In a delicate balancing act, India’s President Pranab Mukherjee is set to embark on a three-nation tour, including Israel, Palestine and Jordan, which will underscore New Delhi’s enduring commitment to the Arab world without compromising on its growing strategic and economic ties with Israel.
Mr Mukherjee will commence his six-day visit to West Asia, starting from October 10 with Jordan being his first stop. He will then visit Palestine, followed by Israel.
The presidential visit to Jordan will be watched closely in the Arab world as Mukherjee becomes the first Indian President to visit the Arab country in 65 years. Mr Mukherjee’s meeting with King Abdullah will focus on enhancing economic and security partnership against the backdrop of growing extremism in the region. In this respect, President Mukherjee’s visit to Jordan will build on King Abdullah’s meeting with Prime Minister Narendra Modi on the sidelines of the 70th UN General Assembly session in New York last month. During the meeting, India and Jordan held discussions on the growing rise of radicalism and extremism in the region. They also discussed the rise of extremist groups like the Islamic State (IS) in the region. India emphasised on the need to have an anti-terrorism treaty like the proposed Comprehensive Convention on International Terrorism (CCIT) and stressed that it was time for the world to adopt this convention.
India has been pitching for the finalisation of an anti-terrorism treaty globally to ban terrorists and make it binding for countries to deny funds and a safe haven to them. Mr Mukherjee is expected to take up the issue of enhancing security cooperation between the two countries. The two sides will explore possibilities of opening new synergies in different areas of mutual interest, including counterterrorism, defence, information technology and energy, said Anil Wadhwa, secretary (east) in India’s ministry of external affairs ahead of the visit.
“This visit would provide an opportunity to review, revive and reinvigorate our longstanding relations with Jordan at the highest level and would give impetus to our relations both in the political and economic domains. Also, the visit would give an opportunity to know Jordan’s stand on various regional issues of our interest,” he said.
The two sides will be looking to scale up economic partnership. Bilateral trade has grown steadily between India and Jordan, which stood at USD 1.89 billion in 2014 as against USD 1.61 billion in 2013. India is the fourth largest trading partner of Jordan. The economic reforms undertaken by both countries have opened up possibilities of boosting bilateral trade and Indian investments in information technology, telecommunication, pharmaceuticals, leather, automotive sector, construction, renewable energy, power, and railways and transport.
Upscaling the supply of phosphoric acid, rock phosphate and Diammonium phosphate from Jordan will figure prominently in discussions. The two sides will be looking to forge joint ventures in this area. The joint venture project, the Jordan-India Fertiliser Company (JIFCO), with an investment of USD 860 million between the Indian Farmers Fertilisers Cooperative Limited (IFFCO) and the Jordan Phosphate Mines Company (JPMC) has been producing phosphoric acid for export to India.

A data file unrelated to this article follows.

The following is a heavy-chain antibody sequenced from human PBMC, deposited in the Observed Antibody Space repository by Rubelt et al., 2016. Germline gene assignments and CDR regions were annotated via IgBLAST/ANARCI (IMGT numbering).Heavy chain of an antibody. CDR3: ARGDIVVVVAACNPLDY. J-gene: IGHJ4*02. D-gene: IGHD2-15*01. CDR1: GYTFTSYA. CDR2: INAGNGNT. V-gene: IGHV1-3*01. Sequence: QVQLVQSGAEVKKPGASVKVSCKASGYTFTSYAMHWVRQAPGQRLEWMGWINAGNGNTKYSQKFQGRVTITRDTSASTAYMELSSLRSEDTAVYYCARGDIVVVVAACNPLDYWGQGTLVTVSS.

Mr Mukherjee’s visit to Palestine on October 12-13 should allay sceptics who have been questioning India’s commitment to the Palestinian cause in wake of New Delhi’s burgeoning relations with Tel Aviv. During his meeting with President Mahmoud Abbas, the president is expected to reinforce this message and reiterate India’s support for the capacity building initiatives of Palestine.
“India has traditionally supported a negotiated solution resulting in a sovereign, independent, viable and united State of Palestine with East Jerusalem as its capital, living within secure and recognised borders side by side at peace with Israel as endorsed in the Quartet Roadmap and relevant UN Security Council Resolutions,” said Mr Wadhwa ahead of the visit.
India cosponsored the UNGA Resolution in November 2012 that upgraded the status of Palestine to a non-member observer state. New Delhi also supported the recent resolution in UNGA a few weeks back regarding raising the flags of non-member observer states at the UN.
Mr Abbas had met Mr Modi on the sidelines of the 70th UN General Assembly session in New York. During the meeting, India and Palestine discussed the growing rise of extremism in the region and discussed ways to tackle the growing threats like IS. International terrorism in general, specially the IS, was the major area of focus during the talks between the two leaders.
There has been a growing concern in some sections in India that the Modi government is tilting towards Israel and not committed to the Palestinian cause. The government maintains that it is as committed to the Palestinian cause as much as it is to improving relations with Israel. Increase in defence trade with Israel has led to many critics questioning India’s commitment to the Palestinian cause, but to the credit of the Indian government it has continued supporting the Palestine cause while enhancing cooperation with Israel in many areas.
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